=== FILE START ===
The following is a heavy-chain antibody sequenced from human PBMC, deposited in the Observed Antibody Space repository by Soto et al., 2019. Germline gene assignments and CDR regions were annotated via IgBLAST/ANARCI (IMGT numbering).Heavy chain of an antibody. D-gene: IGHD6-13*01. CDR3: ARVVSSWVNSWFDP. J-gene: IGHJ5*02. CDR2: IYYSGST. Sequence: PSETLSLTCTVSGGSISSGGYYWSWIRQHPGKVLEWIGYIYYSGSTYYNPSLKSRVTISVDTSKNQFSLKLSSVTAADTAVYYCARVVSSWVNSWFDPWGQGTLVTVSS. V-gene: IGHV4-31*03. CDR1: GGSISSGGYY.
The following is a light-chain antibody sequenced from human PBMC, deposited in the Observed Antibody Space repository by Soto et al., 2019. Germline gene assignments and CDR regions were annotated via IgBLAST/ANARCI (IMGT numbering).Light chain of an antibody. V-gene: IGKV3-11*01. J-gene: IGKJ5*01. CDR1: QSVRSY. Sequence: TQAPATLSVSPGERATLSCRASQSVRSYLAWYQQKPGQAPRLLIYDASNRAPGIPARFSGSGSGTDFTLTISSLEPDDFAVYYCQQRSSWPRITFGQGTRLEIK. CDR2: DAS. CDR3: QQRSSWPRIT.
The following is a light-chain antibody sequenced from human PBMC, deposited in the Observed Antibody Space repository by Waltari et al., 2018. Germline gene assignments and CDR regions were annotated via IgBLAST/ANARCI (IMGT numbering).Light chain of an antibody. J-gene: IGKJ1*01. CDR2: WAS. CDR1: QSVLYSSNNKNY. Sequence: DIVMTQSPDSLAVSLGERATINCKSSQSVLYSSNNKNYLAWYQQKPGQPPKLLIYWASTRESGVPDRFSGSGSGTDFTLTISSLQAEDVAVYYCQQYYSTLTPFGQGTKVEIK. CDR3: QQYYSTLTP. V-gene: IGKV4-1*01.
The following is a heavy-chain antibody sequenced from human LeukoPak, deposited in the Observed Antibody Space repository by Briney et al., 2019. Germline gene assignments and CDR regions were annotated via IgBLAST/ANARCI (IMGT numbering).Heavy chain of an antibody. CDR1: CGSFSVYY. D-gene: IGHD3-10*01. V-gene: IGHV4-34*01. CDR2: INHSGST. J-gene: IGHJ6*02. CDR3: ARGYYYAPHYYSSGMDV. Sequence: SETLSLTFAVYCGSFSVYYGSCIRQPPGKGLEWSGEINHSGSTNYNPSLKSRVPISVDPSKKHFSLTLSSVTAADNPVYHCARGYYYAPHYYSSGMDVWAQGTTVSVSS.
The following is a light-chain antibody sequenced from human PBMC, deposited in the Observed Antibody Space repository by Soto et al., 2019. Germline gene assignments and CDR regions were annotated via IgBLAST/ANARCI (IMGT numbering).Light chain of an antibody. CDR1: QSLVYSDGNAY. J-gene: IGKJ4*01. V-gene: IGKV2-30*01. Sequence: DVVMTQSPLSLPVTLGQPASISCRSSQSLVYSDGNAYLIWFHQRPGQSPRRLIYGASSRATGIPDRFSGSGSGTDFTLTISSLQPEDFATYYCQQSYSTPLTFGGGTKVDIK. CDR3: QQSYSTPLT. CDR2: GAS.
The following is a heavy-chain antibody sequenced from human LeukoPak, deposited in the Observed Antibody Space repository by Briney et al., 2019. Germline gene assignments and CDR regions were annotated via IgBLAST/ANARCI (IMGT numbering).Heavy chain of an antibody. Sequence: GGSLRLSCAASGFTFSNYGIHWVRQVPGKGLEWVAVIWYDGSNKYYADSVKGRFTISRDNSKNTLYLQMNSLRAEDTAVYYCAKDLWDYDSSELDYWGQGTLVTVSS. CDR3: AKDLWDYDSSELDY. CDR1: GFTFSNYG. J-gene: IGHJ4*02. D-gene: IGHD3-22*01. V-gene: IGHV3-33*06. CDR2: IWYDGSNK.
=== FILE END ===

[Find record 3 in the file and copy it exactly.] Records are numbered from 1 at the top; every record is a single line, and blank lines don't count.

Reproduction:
The following is a light-chain antibody sequenced from human PBMC, deposited in the Observed Antibody Space repository by Waltari et al., 2018. Germline gene assignments and CDR regions were annotated via IgBLAST/ANARCI (IMGT numbering).Light chain of an antibody. J-gene: IGKJ1*01. CDR2: WAS. CDR1: QSVLYSSNNKNY. Sequence: DIVMTQSPDSLAVSLGERATINCKSSQSVLYSSNNKNYLAWYQQKPGQPPKLLIYWASTRESGVPDRFSGSGSGTDFTLTISSLQAEDVAVYYCQQYYSTLTPFGQGTKVEIK. CDR3: QQYYSTLTP. V-gene: IGKV4-1*01.